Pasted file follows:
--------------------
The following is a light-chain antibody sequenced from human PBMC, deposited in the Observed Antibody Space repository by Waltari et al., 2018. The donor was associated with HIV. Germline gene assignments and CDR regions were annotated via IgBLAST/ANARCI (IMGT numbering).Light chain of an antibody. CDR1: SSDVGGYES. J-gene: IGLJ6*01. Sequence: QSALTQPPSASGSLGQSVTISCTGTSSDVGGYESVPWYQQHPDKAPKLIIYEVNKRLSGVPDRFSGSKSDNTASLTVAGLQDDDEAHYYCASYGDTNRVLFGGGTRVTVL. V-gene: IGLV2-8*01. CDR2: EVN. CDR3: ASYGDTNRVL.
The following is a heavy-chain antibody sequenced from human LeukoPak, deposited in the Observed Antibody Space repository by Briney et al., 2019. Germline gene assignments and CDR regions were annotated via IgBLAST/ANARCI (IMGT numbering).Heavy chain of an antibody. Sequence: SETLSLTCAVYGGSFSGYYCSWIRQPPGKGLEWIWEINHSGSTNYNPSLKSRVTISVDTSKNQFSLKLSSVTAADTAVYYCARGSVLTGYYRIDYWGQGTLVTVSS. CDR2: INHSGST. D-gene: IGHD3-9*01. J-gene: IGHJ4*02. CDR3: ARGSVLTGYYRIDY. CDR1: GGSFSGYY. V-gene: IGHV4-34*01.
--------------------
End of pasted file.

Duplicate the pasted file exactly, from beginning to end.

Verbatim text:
The following is a light-chain antibody sequenced from human PBMC, deposited in the Observed Antibody Space repository by Waltari et al., 2018. The donor was associated with HIV. Germline gene assignments and CDR regions were annotated via IgBLAST/ANARCI (IMGT numbering).Light chain of an antibody. CDR1: SSDVGGYES. J-gene: IGLJ6*01. Sequence: QSALTQPPSASGSLGQSVTISCTGTSSDVGGYESVPWYQQHPDKAPKLIIYEVNKRLSGVPDRFSGSKSDNTASLTVAGLQDDDEAHYYCASYGDTNRVLFGGGTRVTVL. V-gene: IGLV2-8*01. CDR2: EVN. CDR3: ASYGDTNRVL.
The following is a heavy-chain antibody sequenced from human LeukoPak, deposited in the Observed Antibody Space repository by Briney et al., 2019. Germline gene assignments and CDR regions were annotated via IgBLAST/ANARCI (IMGT numbering).Heavy chain of an antibody. Sequence: SETLSLTCAVYGGSFSGYYCSWIRQPPGKGLEWIWEINHSGSTNYNPSLKSRVTISVDTSKNQFSLKLSSVTAADTAVYYCARGSVLTGYYRIDYWGQGTLVTVSS. CDR2: INHSGST. D-gene: IGHD3-9*01. J-gene: IGHJ4*02. CDR3: ARGSVLTGYYRIDY. CDR1: GGSFSGYY. V-gene: IGHV4-34*01.